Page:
Around about this time one year ago there was a great deal of wailing and gnashing of teeth in our little village. The Gomshall Mill, the historic pub on the main A25 road that links Guildford with Dorking, closed its doors for what many of us thought might be the last time. Just before Christmas, too. The Mill was a victim of Covid, of course, but an additional factor was its location over the River Tillingbourne which flows beneath it and, from time to time, backs up at the point where it enters the tunnel underneath and floods the ground floor.
The building which houses the Mill dates back to the 11th Century, and it was still grinding flour until 1953. Inside, encased behind thick glass, you can see the old waterwheel that was once turned by the river, though in reality the Tillingbourne is nowadays a gentle stream less than six feet wide. Only in torrential rain does it back up, but that’s occurred three times since we moved to the village, with disastrous results for the Mill. Fortunately, we live above it.
Long before we moved here, the Mill was the village post office, then a tea shop run by a couple of elderly ladies. Later it became a pub and restaurant. When we arrived it was run by the Bluebeckers chain, then it was taken over by a London based company called Brunning & Price, which operates over 80 pubs around the UK. When they opted to throw in the towel last December, the doors were padlocked, a security firm installed cameras all around and up went a For Sale sign. Because we live close by, I opened up email communications with the company’s Operations Manager, name of Tamsyn, seeking to establish when and if a new owner had been found.
About eight months elapsed. Two or three times, Tamsyn told me they were showing around prospective buyers. Two or three times, Tamsyn told me there were no takers yet. I spoke to one who was mooching around and bigged it up. I complained to Tamsyn that the Mill, once the pride of our village – there are brown signs on the roads approaching Gomshall drawing attention to it as a ‘historic building’ – was looking a bit derelict and that the back garden was badly overgrown. To her credit, gardeners were sent to tidy it up, but the weeds beneath the paving stones on the front patio gave the Mill an unloved, run-down look unbefitting a Grade II listed building.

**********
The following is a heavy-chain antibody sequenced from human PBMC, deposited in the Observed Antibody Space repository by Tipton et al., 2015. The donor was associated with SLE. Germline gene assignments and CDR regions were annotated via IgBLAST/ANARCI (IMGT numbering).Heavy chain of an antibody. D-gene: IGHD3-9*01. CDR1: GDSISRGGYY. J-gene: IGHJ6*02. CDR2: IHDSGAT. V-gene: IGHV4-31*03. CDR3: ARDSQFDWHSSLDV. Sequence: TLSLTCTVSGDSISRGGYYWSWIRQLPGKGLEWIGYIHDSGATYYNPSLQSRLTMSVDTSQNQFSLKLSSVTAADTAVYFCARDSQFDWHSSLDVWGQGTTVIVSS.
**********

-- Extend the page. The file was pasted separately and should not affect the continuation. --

I was told the Mill would be auctioned off last April but it never happened. Opposite it, on the same level, is a huge car park with room for perhaps 70 or 80 cars, and there were fears this might be sold separately. The phrase “change of use” was heard. It had an ominous ring. Then in July, Tamsyn emailed me again: “We are preparing it for sale. I believe it will be with a new owner imminently.”
The room in which I do my writing looks down on the Mill’s extensive back garden and not long after receiving that email I spotted two gents down there, sat at a table. I decided to join them. They eyed me suspiciously as I approached. “Are you going to buy it?” I asked. One of them, name of Julian, said maybe. I bigged it up again.
In the event it never went to public auction. Julian Clarke’s company, New Dawn Pubs, bought the Mill at a price rumoured to be in the region on £720,000, which is a snip as three-bedroomed houses in this village can sell for more than that and the Mill is hardly small. The catch, of course, was that according to a local builder pal of mine it needed over £1m spending on it. The roof tiles were crumbling. One of the walls had cracks in it, and the interior was in dire need of some TLC. The kitchen equipment was probably old and playing up.
So, for the past four months I’ve looked down on all-hands-to-the-pump restoration work going on at our old Mill, and – praise be, as they say in Handmaids – it re-opened with a villagers-only party last week. Although work continues on the exterior, The Gomshall Mill is now up and running again.
And while it’s lovely to have our pub back, what’s even nicer is reacquainting ourselves with the community spirit that the Mill’s closure somehow took away. Covid and no Mill had distanced us from friends and neighbours in our village but at the party in the newly opened pub, and when we called in for a drink last Friday, the atmosphere was warm and welcoming. It was also packed. We said hello to dozens of friends we know from the village but hadn’t spoken to for a while. Everyone was smiling. Everyone agreed that it was wonderful to have our pub back and that it looked fabulous.
Pubs are closing down left, right and centre these days which is a tragedy, not just for the licensed trade but for the communities they serve and which supports them. The Mill’s reopening exemplifies that old adage that Joni used for the lyrics in ‘Big Yellow Taxi’: You don’t know what you’ve got ‘til it’s gone. Thanks Julian and your partners for reopening our pub. Just in time for Christmas, too.
Some good news for a change just before Christmas. I've enjoyed some great meals at the Mill in the past in the company of good friends and hope to do so again. Thanks for the update,Chris,and your part in preserving an ancient historic relic in a beautiful part of Surrey.
Best seasonal wishes from Nigel Hunter
Thanks Nigel. CC
Wonderful news - heartened to hear it!
good news is hard to find this december.....every little bit helps
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